Scottish Futures Trust: where to next?

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three bridgesImage source, Getty Images
  • The Scottish Futures Trust has been carving its own niche over 10 years of work across the public sector, to lever in private funds
  • It is now embarked on a new plan to make better use of the assets governments own
  • Energy efficiency and electric cars are in the plans
  • To make it happen, it's offering help to the construction industry to modernise the way it operates

If "kicking the can down the road" is the metaphor of the political year, maybe next year will see more attention paid to recycling cans and improving roads, because infrastructure is getting a bit more attention.

Margaret Thatcher ridiculed economists for using the term infrastructure, pointing out her prime ministerial limo made do with roads.

Twenty years ago, infrastructure was defined in media shorthand as schools, hospitals and bridges. Now, it's about tying the concrete, the bricks and the mortar to the wiring, cabling and connections between different public services which use them.

That's where the Scottish Futures Trust is today setting out its plans for a second decade - in the frontline of Scottish public services, yet often in the shade.

This is the outfit set up by SNP ministers when they took office, with a promise that it would reinvent private finance of public services with a nifty new system of bonds.

Different role

It didn't work out that way. Bonds weren't so simple, it turned out. So the SFT carved out a different role, as the broker and the expert in getting more bang for the government's infrastructure buck, across the Scottish public sector.

Its most recent impact assessment offers examples of services located in hubs - for instance, one in Anstruther which links the secondary school, leisure centre, library, college, police station and public access point for council services. There are now 40 such hubs across Scotland.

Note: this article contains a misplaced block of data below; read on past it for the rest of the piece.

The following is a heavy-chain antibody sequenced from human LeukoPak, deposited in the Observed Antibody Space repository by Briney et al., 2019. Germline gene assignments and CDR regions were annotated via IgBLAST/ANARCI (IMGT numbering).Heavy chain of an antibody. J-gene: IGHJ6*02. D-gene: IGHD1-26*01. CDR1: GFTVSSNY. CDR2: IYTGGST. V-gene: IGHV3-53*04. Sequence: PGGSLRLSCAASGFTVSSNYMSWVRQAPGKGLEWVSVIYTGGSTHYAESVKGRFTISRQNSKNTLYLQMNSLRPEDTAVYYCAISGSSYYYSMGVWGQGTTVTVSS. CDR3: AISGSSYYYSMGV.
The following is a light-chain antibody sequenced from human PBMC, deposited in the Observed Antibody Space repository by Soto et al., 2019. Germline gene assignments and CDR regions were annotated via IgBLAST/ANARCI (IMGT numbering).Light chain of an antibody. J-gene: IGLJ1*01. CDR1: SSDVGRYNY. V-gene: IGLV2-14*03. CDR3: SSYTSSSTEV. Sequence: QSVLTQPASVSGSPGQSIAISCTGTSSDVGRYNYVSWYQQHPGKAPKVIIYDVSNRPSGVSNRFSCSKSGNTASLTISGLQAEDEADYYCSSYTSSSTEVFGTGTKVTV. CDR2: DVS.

Councils have used its expertise to get the best deal out of private lenders. And so has Police Scotland.

Image source, Getty Images

The vast, ugly former headquarters of Strathclyde Police in Glasgow's Pitt Street has been sold, with the advice of the SFT, for conversion into 433 homes for rent - the biggest such build-to-rent project in Scotland, in a sector which is growing at scale.

On housing for ownership, it has innovated with an Ayrshire project which sells a new home to a first-time buyer for merely £5,000. That person gets to treat the place as her or his own, backed by the council for major repairs, for which an inflation-linked monthly fee is paid to grow the stake held. Older people can buy it with a starting stake of £40,000.

Place space

The overall Scottish government target is to save between £100m and £150m each year. SFT claims (it's bound to be hard to verify) to have done that each year of operation since 2009, most recently saving £139m.

So what's next? The prospect of £1.5bn more each year within six years. And a commission to look in depth at Scotland's infrastructure needs.

Image source, Getty Images

The SFT business and corporate plans reflect reforms in the way it is organised under Peter Reekie, who replaced Barry White as chief executive at the end of 2017.

Mr White - not in any way to be confused with the eponymous and lamented soul singer - has gone to improve transport corridors across the north of England, which frankly need all the help they can get.

The new set-up is to keep building out as the infrastructure budget expands, and advising others on how best to play their part, to manage projects and to raise private funds.

There's a division dedicated to "place"' - a buzzword of some significance as the public sector moves out of the housing mentality to talk of creating places where communities live, work, interact and access public services.

Private to Public